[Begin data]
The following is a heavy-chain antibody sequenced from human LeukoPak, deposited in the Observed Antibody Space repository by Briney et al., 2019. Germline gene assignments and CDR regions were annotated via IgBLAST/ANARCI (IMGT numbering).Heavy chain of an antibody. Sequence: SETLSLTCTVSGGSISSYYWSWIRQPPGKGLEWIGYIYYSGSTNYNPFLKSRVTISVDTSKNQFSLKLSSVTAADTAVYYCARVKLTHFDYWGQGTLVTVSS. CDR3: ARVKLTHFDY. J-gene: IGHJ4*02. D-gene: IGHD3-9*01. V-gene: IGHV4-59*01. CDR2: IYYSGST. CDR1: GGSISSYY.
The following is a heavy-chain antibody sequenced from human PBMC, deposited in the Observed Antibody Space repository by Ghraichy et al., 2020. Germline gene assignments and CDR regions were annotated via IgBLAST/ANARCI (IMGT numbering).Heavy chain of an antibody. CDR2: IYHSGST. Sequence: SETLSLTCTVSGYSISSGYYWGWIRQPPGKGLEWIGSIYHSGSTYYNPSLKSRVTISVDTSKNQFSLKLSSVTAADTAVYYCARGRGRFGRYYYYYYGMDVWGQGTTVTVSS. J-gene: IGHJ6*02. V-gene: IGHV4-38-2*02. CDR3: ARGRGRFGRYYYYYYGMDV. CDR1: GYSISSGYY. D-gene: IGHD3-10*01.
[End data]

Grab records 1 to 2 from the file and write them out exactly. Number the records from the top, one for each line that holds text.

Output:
The following is a heavy-chain antibody sequenced from human LeukoPak, deposited in the Observed Antibody Space repository by Briney et al., 2019. Germline gene assignments and CDR regions were annotated via IgBLAST/ANARCI (IMGT numbering).Heavy chain of an antibody. Sequence: SETLSLTCTVSGGSISSYYWSWIRQPPGKGLEWIGYIYYSGSTNYNPFLKSRVTISVDTSKNQFSLKLSSVTAADTAVYYCARVKLTHFDYWGQGTLVTVSS. CDR3: ARVKLTHFDY. J-gene: IGHJ4*02. D-gene: IGHD3-9*01. V-gene: IGHV4-59*01. CDR2: IYYSGST. CDR1: GGSISSYY.
The following is a heavy-chain antibody sequenced from human PBMC, deposited in the Observed Antibody Space repository by Ghraichy et al., 2020. Germline gene assignments and CDR regions were annotated via IgBLAST/ANARCI (IMGT numbering).Heavy chain of an antibody. CDR2: IYHSGST. Sequence: SETLSLTCTVSGYSISSGYYWGWIRQPPGKGLEWIGSIYHSGSTYYNPSLKSRVTISVDTSKNQFSLKLSSVTAADTAVYYCARGRGRFGRYYYYYYGMDVWGQGTTVTVSS. J-gene: IGHJ6*02. V-gene: IGHV4-38-2*02. CDR3: ARGRGRFGRYYYYYYGMDV. CDR1: GYSISSGYY. D-gene: IGHD3-10*01.